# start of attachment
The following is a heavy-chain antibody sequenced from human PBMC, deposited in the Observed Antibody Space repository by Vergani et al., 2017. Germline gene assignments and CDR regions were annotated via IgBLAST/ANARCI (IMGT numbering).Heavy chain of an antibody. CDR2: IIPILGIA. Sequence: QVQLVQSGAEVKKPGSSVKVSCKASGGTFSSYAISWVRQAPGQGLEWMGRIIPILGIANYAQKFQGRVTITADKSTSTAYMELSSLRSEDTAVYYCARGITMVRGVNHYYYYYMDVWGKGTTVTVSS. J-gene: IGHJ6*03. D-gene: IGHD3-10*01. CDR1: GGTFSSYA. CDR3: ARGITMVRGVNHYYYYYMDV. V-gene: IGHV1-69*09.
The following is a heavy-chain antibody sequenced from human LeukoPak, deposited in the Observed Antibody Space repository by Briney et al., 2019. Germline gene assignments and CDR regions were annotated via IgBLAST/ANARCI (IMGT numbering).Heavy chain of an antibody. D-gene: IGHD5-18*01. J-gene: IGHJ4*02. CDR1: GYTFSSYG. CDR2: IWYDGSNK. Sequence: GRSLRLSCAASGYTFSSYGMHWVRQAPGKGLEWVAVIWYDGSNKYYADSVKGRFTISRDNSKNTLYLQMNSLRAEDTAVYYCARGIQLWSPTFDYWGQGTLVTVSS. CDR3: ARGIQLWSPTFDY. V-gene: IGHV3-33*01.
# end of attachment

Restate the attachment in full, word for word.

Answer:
The following is a heavy-chain antibody sequenced from human PBMC, deposited in the Observed Antibody Space repository by Vergani et al., 2017. Germline gene assignments and CDR regions were annotated via IgBLAST/ANARCI (IMGT numbering).Heavy chain of an antibody. CDR2: IIPILGIA. Sequence: QVQLVQSGAEVKKPGSSVKVSCKASGGTFSSYAISWVRQAPGQGLEWMGRIIPILGIANYAQKFQGRVTITADKSTSTAYMELSSLRSEDTAVYYCARGITMVRGVNHYYYYYMDVWGKGTTVTVSS. J-gene: IGHJ6*03. D-gene: IGHD3-10*01. CDR1: GGTFSSYA. CDR3: ARGITMVRGVNHYYYYYMDV. V-gene: IGHV1-69*09.
The following is a heavy-chain antibody sequenced from human LeukoPak, deposited in the Observed Antibody Space repository by Briney et al., 2019. Germline gene assignments and CDR regions were annotated via IgBLAST/ANARCI (IMGT numbering).Heavy chain of an antibody. D-gene: IGHD5-18*01. J-gene: IGHJ4*02. CDR1: GYTFSSYG. CDR2: IWYDGSNK. Sequence: GRSLRLSCAASGYTFSSYGMHWVRQAPGKGLEWVAVIWYDGSNKYYADSVKGRFTISRDNSKNTLYLQMNSLRAEDTAVYYCARGIQLWSPTFDYWGQGTLVTVSS. CDR3: ARGIQLWSPTFDY. V-gene: IGHV3-33*01.